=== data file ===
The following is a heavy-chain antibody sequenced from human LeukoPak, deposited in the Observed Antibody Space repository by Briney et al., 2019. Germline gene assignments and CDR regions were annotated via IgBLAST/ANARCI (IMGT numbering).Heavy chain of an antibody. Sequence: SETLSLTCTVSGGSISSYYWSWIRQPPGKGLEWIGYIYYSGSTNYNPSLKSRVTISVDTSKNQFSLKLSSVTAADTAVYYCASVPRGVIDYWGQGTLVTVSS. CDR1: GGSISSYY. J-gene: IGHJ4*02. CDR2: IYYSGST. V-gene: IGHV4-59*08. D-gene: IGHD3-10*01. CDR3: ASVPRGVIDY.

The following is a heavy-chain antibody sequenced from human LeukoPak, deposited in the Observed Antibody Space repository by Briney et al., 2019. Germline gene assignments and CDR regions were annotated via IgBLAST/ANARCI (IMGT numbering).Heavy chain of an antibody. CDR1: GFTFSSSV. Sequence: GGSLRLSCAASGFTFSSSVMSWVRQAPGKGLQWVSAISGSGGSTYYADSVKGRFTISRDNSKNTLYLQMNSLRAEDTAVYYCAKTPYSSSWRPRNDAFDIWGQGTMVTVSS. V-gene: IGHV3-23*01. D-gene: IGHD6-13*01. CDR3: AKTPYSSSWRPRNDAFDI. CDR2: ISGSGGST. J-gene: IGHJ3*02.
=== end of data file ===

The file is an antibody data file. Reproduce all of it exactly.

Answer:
The following is a heavy-chain antibody sequenced from human LeukoPak, deposited in the Observed Antibody Space repository by Briney et al., 2019. Germline gene assignments and CDR regions were annotated via IgBLAST/ANARCI (IMGT numbering).Heavy chain of an antibody. Sequence: SETLSLTCTVSGGSISSYYWSWIRQPPGKGLEWIGYIYYSGSTNYNPSLKSRVTISVDTSKNQFSLKLSSVTAADTAVYYCASVPRGVIDYWGQGTLVTVSS. CDR1: GGSISSYY. J-gene: IGHJ4*02. CDR2: IYYSGST. V-gene: IGHV4-59*08. D-gene: IGHD3-10*01. CDR3: ASVPRGVIDY.

The following is a heavy-chain antibody sequenced from human LeukoPak, deposited in the Observed Antibody Space repository by Briney et al., 2019. Germline gene assignments and CDR regions were annotated via IgBLAST/ANARCI (IMGT numbering).Heavy chain of an antibody. CDR1: GFTFSSSV. Sequence: GGSLRLSCAASGFTFSSSVMSWVRQAPGKGLQWVSAISGSGGSTYYADSVKGRFTISRDNSKNTLYLQMNSLRAEDTAVYYCAKTPYSSSWRPRNDAFDIWGQGTMVTVSS. V-gene: IGHV3-23*01. D-gene: IGHD6-13*01. CDR3: AKTPYSSSWRPRNDAFDI. CDR2: ISGSGGST. J-gene: IGHJ3*02.